Personal effects owned and used for at least one year before importation are usually exempt from import duty.
The duties levied on non-exempt items vary according to the classification of goods and their original value. All alcoholic beverages are subject to assessment of federal duty and internal revenue taxes (an additional tax is also payable in some states). If alcohol is included with unaccompanied shipments, customs may require the entire shipment to be thoroughly examined, which will incur delays and extra expense.
If you’re coming to live in the US and are sending your household goods unaccompanied, you must provide US customs with a detailed list of everything brought into the country and its value. The detail officially required is often absurd and you’re even expected to list such things as the titles of books, although in practice less detail is acceptable. A person immigrating to the US may bring professional equipment and tools of his trade with him. US embassies and consulates provide a free information package and sample inventory list.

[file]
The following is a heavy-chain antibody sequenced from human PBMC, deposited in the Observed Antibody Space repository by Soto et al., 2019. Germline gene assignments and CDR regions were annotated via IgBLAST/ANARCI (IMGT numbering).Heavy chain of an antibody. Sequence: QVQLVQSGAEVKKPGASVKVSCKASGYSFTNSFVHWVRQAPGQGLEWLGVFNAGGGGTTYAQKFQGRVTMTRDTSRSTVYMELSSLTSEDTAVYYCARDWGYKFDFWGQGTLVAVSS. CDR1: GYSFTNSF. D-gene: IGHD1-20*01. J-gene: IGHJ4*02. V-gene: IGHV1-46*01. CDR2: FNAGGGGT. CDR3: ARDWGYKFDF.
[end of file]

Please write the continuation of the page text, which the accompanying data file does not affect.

You’re required to complete customs form 3299 Declaration for Free Entry of Unaccompanied Articles, for presentation to the examining customs officer when your belongings are cleared through customs. It’s not necessary to employ a broker or agent to clear your belongings, as you can do this yourself after you arrive in the US or you can authorise someone to represent you. If you’re using a removals company, they usually handle customs clearance for you. Your belongings must be cleared within five working days after their arrival; otherwise they’re sent to a warehouse for storage at your risk and expense until customs clearance can be made.